Global COVID-19 recovery plans must invest more in clean energy – Production Gap Special Issue
3 December 2020
A special issue of the Production Gap Report from leading research organisations and the UN has been released with Steve Pye from UCL Energy Institute co-authoring Chapter 2.
A Special Issue of the Production Gap, released on the 2nd December found that to follow a 1.5°C-consistent pathway, the world will need to decrease fossil fuel production by roughly 6% per year between 2020 and 2030. Countries are instead planning and projecting an average annual increase of 2%, which by 2030 would result in more than double the production consistent with the 1.5°C limit. This discrepancy between countries’ planned fossil fuel production levels and the global levels necessary to limit warming to 1.5°C or 2°C is the production gap.
The report looks at the implications of the COVID-19 pandemic and recovery measures on the production of coal, gas and oil. The report found that whilst global lockdown measures led to short-term drops in coal, oil and gas production, pre-COVID and post-COVID recovery measures indicate continual growth of the fossil fuel production gap.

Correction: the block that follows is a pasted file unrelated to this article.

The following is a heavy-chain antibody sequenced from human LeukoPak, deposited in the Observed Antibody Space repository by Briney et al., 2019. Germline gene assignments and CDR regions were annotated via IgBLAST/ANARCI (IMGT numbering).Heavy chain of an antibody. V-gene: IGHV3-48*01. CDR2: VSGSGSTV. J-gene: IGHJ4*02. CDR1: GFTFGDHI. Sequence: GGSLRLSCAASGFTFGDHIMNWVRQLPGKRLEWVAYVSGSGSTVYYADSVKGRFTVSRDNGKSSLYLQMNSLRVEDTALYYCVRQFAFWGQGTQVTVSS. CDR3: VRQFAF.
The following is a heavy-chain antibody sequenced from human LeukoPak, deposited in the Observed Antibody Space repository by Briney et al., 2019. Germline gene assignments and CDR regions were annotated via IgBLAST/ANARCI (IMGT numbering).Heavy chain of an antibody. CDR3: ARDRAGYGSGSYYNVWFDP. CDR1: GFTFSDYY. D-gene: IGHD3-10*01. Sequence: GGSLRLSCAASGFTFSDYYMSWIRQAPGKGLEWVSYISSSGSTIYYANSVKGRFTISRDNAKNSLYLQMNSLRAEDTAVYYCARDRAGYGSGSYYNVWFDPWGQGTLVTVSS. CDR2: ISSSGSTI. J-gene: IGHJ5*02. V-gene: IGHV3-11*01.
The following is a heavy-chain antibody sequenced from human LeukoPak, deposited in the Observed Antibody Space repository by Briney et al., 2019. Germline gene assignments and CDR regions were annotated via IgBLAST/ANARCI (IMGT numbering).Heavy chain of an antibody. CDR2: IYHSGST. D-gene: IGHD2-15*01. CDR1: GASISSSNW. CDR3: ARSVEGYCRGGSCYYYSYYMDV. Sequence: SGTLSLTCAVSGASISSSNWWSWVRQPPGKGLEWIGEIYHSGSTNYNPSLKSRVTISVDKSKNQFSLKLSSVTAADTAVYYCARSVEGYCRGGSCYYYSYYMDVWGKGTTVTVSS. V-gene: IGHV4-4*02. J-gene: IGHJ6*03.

The report says that to date, governments have committed US$230 COVID-19 funds to fossil fuels compared to US$150 clean energy. This increased investment into fossil fuels over cleaner energy puts countries at risk of failing to meet emissions targets, contributing further to severe climate disruption. The report calls for policymakers to reverse this trend.
Steve Pye from UCL Energy Institute was an author on the second chapter of the report focusing on estimating the production gap.
Read the full Special Issue at productiongap.org